In my last post, I mentioned a video display product, whose web page (at least the front page), contains no mention of the actual physical mechanism used to display the image in the air.  At first this seems odd; if they really have such a wonderful technological breakthrough, you’d think they would brag about it!  (Modulo patent issues, etc; but if that was a problem I doubt they would be publicizing themselves at all, yet.)

When you finally find out why, it makes sense; the technology involves spraying an invisible screen into the air, and projecting the image onto that.  While there is no theoretical reason why it couldn’t work, it just sounds hokey; and raises interesting questions like “where does the excess spray end up?”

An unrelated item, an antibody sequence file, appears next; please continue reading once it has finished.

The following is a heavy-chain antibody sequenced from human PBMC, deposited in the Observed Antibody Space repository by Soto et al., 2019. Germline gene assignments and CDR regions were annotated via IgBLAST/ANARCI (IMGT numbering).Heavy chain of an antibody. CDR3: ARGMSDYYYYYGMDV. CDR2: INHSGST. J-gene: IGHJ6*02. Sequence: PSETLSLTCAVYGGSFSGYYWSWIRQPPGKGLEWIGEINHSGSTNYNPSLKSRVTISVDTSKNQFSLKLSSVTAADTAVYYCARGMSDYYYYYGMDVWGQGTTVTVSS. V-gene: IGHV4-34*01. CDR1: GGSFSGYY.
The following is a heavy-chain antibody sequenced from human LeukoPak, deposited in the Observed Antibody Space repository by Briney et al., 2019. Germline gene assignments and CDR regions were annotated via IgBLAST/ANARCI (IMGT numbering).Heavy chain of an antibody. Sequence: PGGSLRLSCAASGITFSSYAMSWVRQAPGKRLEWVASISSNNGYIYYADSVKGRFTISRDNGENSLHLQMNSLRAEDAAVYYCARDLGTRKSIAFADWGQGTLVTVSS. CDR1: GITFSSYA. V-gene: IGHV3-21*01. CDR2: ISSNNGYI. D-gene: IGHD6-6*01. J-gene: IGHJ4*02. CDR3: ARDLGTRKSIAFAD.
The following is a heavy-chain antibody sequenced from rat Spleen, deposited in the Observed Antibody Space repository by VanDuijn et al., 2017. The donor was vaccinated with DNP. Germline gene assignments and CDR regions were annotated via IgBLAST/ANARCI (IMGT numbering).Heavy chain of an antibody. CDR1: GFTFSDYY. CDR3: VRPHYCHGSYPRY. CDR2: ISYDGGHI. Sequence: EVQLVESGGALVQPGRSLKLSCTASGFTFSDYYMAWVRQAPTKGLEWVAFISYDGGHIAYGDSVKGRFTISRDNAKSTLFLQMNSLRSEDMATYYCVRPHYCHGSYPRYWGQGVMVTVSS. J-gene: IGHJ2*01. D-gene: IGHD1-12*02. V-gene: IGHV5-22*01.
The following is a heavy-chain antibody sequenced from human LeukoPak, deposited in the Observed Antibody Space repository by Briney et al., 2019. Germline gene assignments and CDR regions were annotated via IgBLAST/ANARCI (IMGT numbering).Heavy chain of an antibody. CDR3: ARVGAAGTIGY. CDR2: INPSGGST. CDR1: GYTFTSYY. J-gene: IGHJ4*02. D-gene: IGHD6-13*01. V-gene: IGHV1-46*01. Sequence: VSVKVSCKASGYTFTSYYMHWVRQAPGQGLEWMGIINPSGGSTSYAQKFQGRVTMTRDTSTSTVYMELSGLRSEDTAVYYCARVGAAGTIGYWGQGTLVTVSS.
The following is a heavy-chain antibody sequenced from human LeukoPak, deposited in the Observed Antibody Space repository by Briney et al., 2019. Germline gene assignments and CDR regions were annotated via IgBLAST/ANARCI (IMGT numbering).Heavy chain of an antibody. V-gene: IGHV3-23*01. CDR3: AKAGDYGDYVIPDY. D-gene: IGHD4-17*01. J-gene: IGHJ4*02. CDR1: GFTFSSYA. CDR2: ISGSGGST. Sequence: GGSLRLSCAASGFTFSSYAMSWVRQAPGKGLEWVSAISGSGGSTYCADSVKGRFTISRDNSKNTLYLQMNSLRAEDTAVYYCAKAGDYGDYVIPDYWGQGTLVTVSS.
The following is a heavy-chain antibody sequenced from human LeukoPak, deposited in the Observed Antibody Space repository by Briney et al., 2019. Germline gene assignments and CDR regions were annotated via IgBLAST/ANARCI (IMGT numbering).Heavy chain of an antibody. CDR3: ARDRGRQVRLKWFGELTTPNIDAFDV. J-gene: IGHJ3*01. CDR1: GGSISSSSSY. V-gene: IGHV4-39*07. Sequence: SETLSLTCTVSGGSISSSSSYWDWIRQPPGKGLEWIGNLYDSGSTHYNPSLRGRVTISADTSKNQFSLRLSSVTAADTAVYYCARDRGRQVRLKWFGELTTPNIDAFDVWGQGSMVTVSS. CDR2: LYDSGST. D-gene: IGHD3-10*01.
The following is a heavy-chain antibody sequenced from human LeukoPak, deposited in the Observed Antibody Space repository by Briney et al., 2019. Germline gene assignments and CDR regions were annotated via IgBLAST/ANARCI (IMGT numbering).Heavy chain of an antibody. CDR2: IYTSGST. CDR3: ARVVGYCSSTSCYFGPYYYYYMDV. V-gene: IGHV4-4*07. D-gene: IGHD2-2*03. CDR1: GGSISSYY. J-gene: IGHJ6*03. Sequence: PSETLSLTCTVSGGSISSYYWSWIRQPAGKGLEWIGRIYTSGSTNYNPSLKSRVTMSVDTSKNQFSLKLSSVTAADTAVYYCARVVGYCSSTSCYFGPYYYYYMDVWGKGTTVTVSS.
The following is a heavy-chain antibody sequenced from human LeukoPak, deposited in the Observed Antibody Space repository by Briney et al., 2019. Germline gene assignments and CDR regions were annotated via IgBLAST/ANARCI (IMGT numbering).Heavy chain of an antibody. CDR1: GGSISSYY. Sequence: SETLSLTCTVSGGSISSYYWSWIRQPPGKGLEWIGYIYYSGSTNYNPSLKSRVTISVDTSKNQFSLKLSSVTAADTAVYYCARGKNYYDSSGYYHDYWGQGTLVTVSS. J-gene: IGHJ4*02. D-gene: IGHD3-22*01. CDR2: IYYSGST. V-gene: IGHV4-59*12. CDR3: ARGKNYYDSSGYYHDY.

Anyway, this got me thinking about another favorite technology of mine; the head-mounted display.  I first heard of this particular project at the HITL lab at the University of Washington (you-dub to the locals – wait, that’s me, now!).  The technology involved beaming a video image directly into your eyes; no screen required.  Well, this seemed very cool; and when a company (Microvision) was spun off to commercialize it, I even invested for a year or two.  (Internet bubble, I made a few hundred bucks off them.)

Anyway, you may be asking yourself – what is the similarity between Microvision and the fog-TV company?

I’ll give you a hint – see if you can find any use of the word “laser” on the Microvision web site…